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Evidence-Based Policy and Practice: Central Venous Catheter -- Sterile vs. Clean Techniques
Central line infections can be serious and even life threatening but the threat is largely preventable when proper cleaning techniques are used. This paper provides a description of this problem, a review of the relevant literature concerning central venous catheters and the sterile vs. clean technique to demonstrate that the latter is the superior approach. Finally, a description of the central venous catheter process that is currently in use at a tertiary healthcare facility is followed by a summary of the research and important findings concerning these issues in the conclusion.
Chronic intravenous therapy introduces a number of significant challenges for patients and caregivers alike who are required to become proficient with the sterile preparation of the medication, operation of the pump, and care of the central venous catheter to prevent catheter-related bloodstream infections (Doran, Ivy, Barst, Hill & Murall, 2011). Catheter-related bloodstream infections are well documented risks that are associated with central venous catheter use (Doran et al., 2011). Likewise, Lorente, Henry & Martin (2005) emphasize that, "Central venous catheters are commonly used in critically ill patients for the administration of fluids, medications, blood products and parenteral nutrition, for the insertion of a transvenous pacing electrode and to monitor hemodynamic status" (p. 631). Although precise figures are not available, some indication of the prevalence of use of central venous catheter use can be discerned from the results of a clinical study by EPIC that found more than three-quarters (78%) of critically ill patients had some type of form of central venous catheters inserted (Lorente et al., 2005).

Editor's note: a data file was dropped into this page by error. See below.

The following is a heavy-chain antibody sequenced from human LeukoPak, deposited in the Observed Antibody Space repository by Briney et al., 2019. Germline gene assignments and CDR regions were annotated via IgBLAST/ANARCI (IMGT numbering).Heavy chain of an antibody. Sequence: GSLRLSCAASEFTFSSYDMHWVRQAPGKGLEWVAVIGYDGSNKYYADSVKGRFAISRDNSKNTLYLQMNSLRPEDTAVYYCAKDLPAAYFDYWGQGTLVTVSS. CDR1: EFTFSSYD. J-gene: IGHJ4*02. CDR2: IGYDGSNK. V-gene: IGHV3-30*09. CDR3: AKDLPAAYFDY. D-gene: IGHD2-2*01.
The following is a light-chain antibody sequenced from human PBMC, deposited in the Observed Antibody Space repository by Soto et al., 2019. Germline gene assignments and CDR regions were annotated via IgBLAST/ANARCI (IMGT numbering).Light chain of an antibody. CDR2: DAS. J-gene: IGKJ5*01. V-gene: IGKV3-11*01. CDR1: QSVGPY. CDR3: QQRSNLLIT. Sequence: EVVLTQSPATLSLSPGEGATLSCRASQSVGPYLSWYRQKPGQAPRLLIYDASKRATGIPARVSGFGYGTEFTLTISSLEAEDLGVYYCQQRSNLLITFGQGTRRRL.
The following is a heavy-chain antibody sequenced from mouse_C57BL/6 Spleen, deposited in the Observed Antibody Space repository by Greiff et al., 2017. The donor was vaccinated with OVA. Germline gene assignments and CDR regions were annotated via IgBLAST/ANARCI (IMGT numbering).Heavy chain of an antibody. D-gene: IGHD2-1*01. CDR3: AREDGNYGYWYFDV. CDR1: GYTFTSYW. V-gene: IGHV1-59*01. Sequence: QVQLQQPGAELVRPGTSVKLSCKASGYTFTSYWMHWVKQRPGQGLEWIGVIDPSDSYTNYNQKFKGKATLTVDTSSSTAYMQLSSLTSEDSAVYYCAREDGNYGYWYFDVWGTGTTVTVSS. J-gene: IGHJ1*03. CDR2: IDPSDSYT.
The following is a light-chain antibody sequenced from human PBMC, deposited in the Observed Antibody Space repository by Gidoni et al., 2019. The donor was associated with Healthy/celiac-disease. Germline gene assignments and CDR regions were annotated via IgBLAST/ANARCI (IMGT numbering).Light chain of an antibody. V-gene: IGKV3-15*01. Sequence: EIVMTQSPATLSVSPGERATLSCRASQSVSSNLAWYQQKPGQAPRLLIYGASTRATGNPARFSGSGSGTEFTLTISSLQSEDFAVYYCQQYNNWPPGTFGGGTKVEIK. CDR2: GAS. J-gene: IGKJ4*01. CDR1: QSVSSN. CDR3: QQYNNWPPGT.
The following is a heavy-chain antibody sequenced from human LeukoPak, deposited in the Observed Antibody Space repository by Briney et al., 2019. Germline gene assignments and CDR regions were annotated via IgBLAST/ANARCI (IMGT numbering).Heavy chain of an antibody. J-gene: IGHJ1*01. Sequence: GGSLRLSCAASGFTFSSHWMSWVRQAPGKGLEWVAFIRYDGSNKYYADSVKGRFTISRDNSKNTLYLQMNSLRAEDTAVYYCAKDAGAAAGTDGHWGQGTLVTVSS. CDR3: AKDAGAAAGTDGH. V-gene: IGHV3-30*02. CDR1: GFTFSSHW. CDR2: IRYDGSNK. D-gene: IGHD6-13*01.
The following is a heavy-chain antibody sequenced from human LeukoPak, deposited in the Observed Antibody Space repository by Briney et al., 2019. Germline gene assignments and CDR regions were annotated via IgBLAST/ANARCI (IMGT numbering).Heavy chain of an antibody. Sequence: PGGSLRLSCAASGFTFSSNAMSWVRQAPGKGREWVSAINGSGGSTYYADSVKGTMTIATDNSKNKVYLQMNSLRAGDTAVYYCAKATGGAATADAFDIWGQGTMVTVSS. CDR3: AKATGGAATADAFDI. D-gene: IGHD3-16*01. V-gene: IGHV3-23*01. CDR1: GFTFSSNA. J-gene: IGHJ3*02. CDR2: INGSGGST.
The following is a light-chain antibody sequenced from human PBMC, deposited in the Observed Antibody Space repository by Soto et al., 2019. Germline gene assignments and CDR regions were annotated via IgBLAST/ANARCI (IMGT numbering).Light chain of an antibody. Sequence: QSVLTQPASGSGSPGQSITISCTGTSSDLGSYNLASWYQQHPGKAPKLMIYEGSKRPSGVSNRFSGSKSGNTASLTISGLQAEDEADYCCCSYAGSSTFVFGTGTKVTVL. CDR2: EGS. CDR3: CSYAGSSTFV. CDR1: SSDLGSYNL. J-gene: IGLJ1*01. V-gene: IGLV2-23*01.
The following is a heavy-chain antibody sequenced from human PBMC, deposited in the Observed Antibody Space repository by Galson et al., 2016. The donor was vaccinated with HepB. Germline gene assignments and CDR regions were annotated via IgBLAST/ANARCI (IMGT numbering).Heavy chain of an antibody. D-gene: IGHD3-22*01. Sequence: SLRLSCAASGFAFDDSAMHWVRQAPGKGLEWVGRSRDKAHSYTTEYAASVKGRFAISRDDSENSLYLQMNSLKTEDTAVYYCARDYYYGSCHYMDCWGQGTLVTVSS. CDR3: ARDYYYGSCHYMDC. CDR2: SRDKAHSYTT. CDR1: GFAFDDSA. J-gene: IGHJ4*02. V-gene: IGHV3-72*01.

Central venous catheterization can result in a number of adverse outcomes, including infection, hemorrhage and thrombosis (Lorente et al., 2005). The growing attention being paid to catheter-related infections concerns their inordinately high mortality rates and high concomitant costs that are associated with the intervention (Lorente et al., 2005). Current estimates indicate that between 1% and 13% of central venous catheterization develop a central venous catheter-associated blood stream infection (Lorente et al., 2005). Despite the growing body of evidence concerning central venous catheterization-related infections, there remains a dearth of studies that have investigated the problem in detail (Lorente et al., 2005), a gap in the research that this study will help fill.
Review of the Literature
Because the risk is well documented, all clinicians, patients and caregivers should follow effective methods of preventing central venous catheter-associated blood stream infections (Kovner & Knickman, 2005). Even with the best precautions in place, though, central venous catheter-associated blood stream infections can still occur (Lorente et al., 2005). A study of 281 hospitalized patients requiring 298 triple-lumen, polyurethane venous catheters in five university-based medical centers conducted by Raad, Darouiche and Dupuis (1997) used 147 catheters pretreated with tridodecylmethyl-ammonium chloride and coated with minocycline and rifampin with 151 untreated, uncoated catheters used as controls. These researchers used quantitative catheter cultures, blood cultures, and molecular typing of organisms to determine catheter-related colonization and bloodstream infections to evaluate the efficacy of the intervention.
The results of this randomized, double-blind study showed that the experimental and control groups with comparable in terms of age, gender, preexisting diseases, degree of immunosuppression, therapeutic interventions, and risk factors for catheter infections (Raad et al., 1997). According to these researchers, "Colonization occurred in 36 (26%) uncoated catheters and 11 (8%) coated catheters (P < 0.001). Catheter-related bloodstream infection developed in 7 patients (5%) with uncoated catheters and no patients with coated catheters (P < 0.01)" (Raad et al., 1997, p. 273). The statistical analysis of the study's findings indicated that coating catheters with minocycline and rifampin provided an independent protective factor against catheter-related colonization with no adverse effects related to the coated catheters or antimicrobial resistance being identified (Raad et al., 1997). These researchers concluded that sterile catheters can save money and lives (Raad et al., 1997).